NOTE: The following opinion editorial was submitted by: Leslie Blakey, Executive Director of the National Campaign to Stop Red Light Running
–(HISPANIC PR WIRE)–March 21, 2005–Florida’s Hispanic community must come to terms with the growing problem of red light running, a state and national safety issue that is needlessly causing the death and serious injury of thousands every year. In 2003, the Florida Highway Patrol reported that running red lights alone caused 8,900 collisions, 115 deaths, more than 10,000 injuries and $77 million in property damage.
Hispanic Americans in the United States are disproportionately the victims of traffic crashes on our roads. According to recent federal statistics, motor vehicle crashes are the leading cause of death for Hispanics from one to 44 years of age. Even more telling is that Hispanic children from 5 to12 years of age are 72 percent more likely to die in a motor vehicle crash than non-Hispanic children.
A study released last year by a prominent national transportation research group found that rapid residential development means more and more Floridians are living on or near multi-lane highways with inadequate or nonexistent sidewalks and few crosswalks. That alone makes Florida an increasingly dangerous place to live for the many Latinos who, either by choice or economic situation, travel by bicycle or on foot. In Miami and Tampa, 59 percent of the pedestrian fatalities in 1999 occurred because people were trying to cross the street where there were no crosswalks.
Too many drivers do not consider running a red light to be a serious traffic offense and a danger to their fellow citizens. Consistent enforcement is necessary to deter people from making this dangerous and often deadly choice. One in three Americans knows someone who has been injured, someone who was killed, or both because of a red light runner. Red light running crash deaths are increasing three times faster than any other type of roadway fatality. In many cities, the yellow light has come to symbolize “hurry up” instead of “slow down.”
There is however, a way that Florida could begin to reduce aggressive driving behavior like red light running, and that is through the use of automated traffic enforcement technology.
Red light cameras, which are now in use in over 110 communities in 20 states and the District of Columbia, have led to significant decreases in intersection crashes and violations. Recent studies show that photo enforcement leads to a 25 to 30 percent reduction in intersection injury crashes.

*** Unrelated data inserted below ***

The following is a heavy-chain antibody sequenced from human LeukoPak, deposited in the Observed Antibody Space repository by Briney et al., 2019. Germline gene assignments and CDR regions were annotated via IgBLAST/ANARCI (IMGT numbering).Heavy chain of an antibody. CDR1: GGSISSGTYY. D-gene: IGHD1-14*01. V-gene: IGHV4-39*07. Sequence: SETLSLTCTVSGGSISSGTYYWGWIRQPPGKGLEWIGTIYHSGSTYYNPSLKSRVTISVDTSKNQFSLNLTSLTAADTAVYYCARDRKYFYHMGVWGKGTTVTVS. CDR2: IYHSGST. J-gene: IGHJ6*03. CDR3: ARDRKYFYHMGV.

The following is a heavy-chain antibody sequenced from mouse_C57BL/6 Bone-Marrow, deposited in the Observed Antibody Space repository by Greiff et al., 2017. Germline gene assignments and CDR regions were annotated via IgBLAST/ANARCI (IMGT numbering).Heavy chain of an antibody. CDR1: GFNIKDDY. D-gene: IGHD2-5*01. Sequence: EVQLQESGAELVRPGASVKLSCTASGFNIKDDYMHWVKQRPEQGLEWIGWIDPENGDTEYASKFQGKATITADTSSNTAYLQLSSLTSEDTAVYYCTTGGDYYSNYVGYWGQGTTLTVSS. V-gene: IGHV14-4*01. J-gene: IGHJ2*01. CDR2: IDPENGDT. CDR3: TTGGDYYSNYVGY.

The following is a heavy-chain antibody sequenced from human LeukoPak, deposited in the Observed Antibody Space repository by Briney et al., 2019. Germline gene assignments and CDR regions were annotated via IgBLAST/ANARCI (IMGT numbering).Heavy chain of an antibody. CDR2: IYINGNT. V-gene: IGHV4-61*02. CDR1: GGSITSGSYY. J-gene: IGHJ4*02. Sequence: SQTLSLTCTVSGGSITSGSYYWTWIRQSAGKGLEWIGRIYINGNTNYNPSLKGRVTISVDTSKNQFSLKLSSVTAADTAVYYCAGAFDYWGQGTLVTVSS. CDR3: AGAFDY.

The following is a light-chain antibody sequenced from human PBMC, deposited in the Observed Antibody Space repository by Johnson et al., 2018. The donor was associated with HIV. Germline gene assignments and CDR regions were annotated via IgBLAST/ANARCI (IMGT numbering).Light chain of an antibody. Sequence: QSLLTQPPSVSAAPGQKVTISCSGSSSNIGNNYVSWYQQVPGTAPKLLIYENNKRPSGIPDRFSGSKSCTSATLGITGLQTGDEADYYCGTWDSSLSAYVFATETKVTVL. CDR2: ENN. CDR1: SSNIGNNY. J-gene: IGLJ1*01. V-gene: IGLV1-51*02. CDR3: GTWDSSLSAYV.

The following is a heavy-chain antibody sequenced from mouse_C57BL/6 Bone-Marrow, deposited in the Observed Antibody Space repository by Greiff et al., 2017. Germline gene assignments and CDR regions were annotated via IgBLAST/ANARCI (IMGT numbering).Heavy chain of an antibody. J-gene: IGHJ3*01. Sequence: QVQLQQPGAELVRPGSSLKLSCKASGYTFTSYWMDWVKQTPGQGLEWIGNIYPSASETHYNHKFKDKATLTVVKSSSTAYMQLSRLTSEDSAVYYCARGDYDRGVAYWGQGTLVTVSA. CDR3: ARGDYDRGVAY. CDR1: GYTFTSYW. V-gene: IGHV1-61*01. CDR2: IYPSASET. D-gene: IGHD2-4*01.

Red light cameras supplement police work and allow law enforcement to focus on other crimes. Additionally, red light cameras capture and process a violation without a dangerous police pursuit. This technology is a valuable supplement to good traffic engineering as evidenced by the rapid expansion of this technology in areas that use red light camera technology.
There is another aspect of this technology that makes it of particular interest to Florida’s Hispanic community. A recent Texas state study conducted by a coalition of civil rights organizations found that Hispanics were searched by police 69 percent more often than Anglos after routine traffic stops.
Red light running enforcement technology is bias-free ¯ it does not record the faces, race or other characteristics of vehicle occupants. By enforcing the law without a traffic stop, red light cameras reduce the opportunity for “consent searches” based on “looking suspicious.” Most states only allow red light cameras to photograph the vehicle as it runs the red light and record the license plate to identify the owner. There can be no selective enforcement based upon race or any other factors.
There is one major obstacle to the use of this technology by Florida law enforcement agencies, — the state legislature has rejected several attempts to approve legislation authorizing the use of red light cameras. Legislation to allow red light cameras has been sponsored by Rep. Ron Reagan of Bradenton and Sen. Stephen Wise of Jacksonville. Florida’s Hispanic community needs to speak out and demand approval for this lifesaving technology which could save hundreds of Floridians from being killed or seriously injured by aggressive or inattentive drivers.
When combined with good engineering practices and strong public awareness and education programs, this method of enforcement is proven effective in preventing the crashes and the tragedies that all too often result from red light running. For more information please contact Jeff Agnew or Chris Galm at (202) 828-9100.
National Campaign to Stop Red Light Running
The National Campaign to Stop Red Light Running is a national advocacy group guided by an independent advisory board that includes leaders from the fields of traffic safety, law enforcement, transportation engineering, health care and emergency medicine, as well as crash victims. More information on the Campaign can be found at http://www.stopredlightrunning.com.
Jeff Agnew or Chris Galm